Friday, October 16, 2015


Today is the end of my 4 week long lifting restriction, and to celebrate the occasion, I got a new job! I just took a new travel assignment in a gigantic ER in central Texas which should be a real good time. I'm looking forward to working in a busy ER again so I will have plenty of ridiculous stories to share, starting in November.

In the meantime, enjoy this story from ye olde days at Home Hospital:

I swear I was on candid camera this last shift. Except it wasn't funny, it was infuriating. And no one yelled "you're on candid camera!" at the end. Also the guy smelled weird. Like bacon. Which usually smells great, but not when it's coming from a person.

Anyway, I could do nothing right. He's a cardiac work up, so I tried to put the leads on and he wouldn't let me. But he let the nurse next to me put them on.

He felt mildly short of breath. I tried to put the O2 cannula on and he refused. But he let the doctor put one on his face.

I asked the dude if the nitro had resolved his chest pain. He told me yes. But five minutes later the doc asks if the nitro resolved his pain, and he goes, "uh no, and I don't know why the nurse didn't tell you that I still hurt."

The doc then offers morphine which the patient accepts. I remember that the patient had listed morphine as an allergy, so I tell the doc to hold the order while I ask the patient again. But the guy says, "well yeah I told you that but I'm not really allergic to it."

To top it all off, I'm in the room getting everything together for admission to the cardiac floor and overhearing the patients' conversation with a family member. Included was the phrase, "this nurse has been the worst. She hasn't listened to anything I've said the whole time here! I'm never coming back to this hospital."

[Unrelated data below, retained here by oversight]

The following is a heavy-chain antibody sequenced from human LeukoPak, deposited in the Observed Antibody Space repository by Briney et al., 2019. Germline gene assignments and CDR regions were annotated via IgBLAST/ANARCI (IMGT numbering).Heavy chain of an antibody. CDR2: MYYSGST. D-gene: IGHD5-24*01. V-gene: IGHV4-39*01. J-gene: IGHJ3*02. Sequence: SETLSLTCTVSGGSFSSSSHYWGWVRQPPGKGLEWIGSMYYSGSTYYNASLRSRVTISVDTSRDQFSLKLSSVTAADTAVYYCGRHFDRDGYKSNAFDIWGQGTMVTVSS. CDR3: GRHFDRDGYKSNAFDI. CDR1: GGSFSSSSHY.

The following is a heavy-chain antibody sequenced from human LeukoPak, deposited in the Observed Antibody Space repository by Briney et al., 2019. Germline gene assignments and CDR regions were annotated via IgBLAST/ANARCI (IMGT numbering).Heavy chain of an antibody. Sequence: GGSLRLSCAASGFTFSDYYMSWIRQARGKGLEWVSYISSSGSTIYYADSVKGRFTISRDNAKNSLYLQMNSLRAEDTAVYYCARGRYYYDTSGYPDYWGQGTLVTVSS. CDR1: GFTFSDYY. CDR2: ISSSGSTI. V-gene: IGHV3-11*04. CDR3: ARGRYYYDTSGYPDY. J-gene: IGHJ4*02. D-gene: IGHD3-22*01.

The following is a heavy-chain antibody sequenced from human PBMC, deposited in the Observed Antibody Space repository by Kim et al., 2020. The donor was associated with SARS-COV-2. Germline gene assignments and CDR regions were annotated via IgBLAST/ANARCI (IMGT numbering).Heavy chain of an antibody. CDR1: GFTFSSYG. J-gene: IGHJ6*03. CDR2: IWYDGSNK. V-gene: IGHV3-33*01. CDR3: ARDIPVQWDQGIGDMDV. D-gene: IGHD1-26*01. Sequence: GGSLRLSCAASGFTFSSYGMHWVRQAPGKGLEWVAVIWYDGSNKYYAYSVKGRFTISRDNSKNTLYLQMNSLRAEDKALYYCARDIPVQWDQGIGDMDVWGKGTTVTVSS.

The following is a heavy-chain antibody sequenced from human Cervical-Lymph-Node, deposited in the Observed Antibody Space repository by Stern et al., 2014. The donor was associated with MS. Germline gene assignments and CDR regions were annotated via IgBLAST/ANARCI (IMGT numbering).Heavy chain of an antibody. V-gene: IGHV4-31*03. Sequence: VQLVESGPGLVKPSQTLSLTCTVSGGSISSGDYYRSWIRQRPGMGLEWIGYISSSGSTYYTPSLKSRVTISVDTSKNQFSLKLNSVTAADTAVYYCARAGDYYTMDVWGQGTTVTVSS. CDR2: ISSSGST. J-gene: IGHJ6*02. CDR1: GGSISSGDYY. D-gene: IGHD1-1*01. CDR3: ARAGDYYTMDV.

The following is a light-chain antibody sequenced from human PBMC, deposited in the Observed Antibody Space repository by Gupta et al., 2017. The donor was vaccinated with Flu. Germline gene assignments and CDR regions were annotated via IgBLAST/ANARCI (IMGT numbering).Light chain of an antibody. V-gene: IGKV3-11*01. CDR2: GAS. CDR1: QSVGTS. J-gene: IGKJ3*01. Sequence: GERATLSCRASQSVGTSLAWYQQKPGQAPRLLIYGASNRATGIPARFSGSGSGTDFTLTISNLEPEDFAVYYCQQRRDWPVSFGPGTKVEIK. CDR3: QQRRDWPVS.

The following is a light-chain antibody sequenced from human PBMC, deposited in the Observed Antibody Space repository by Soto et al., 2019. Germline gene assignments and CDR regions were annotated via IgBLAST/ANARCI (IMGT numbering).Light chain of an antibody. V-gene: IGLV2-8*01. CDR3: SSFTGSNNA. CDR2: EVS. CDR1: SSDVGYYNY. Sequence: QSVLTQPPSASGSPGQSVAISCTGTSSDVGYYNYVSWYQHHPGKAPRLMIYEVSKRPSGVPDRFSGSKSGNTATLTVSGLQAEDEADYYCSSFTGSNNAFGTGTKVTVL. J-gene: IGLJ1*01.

Le sigh. I can't win.


Aesop said...

Some patient's motto is "I'm not happy until you're not happy."
My response is "Lalala-I-can't-heeeeeeeeear-you!"

And the only two places on the face of the planet where history changes is at the courthouse, and inside the emergency room.

I've done letter perfect assessments on patients, gathered all their answers to pertinent questions, told the docs, and then gone in and listened to them contradict themselves 2 minutes later on every effing point when the MD asks the exact same questions.

Like somehow doctors and nurses don't compare patients' answers or anything, so they think no one will notice this little discrepancy.

I just tell them after those little games that I don't believe anything else they tell me, and they've blown the only currency they have, which is credibility, so good luck convincing me of anything else for the rest of their visit.

"My pain is 10/10."
No, it's not.
"I have to pee right now."
No, you don't.

Not so funny now, is it, Cupcake? And say, didja ever hear the story about "The Boy Who Cried Wolf"?

Act like a normal human, get treated like one.
Act like a total jackwagon, get treated like one.

Anonymous said...

It is hard to accept that a lot of our patients are assholes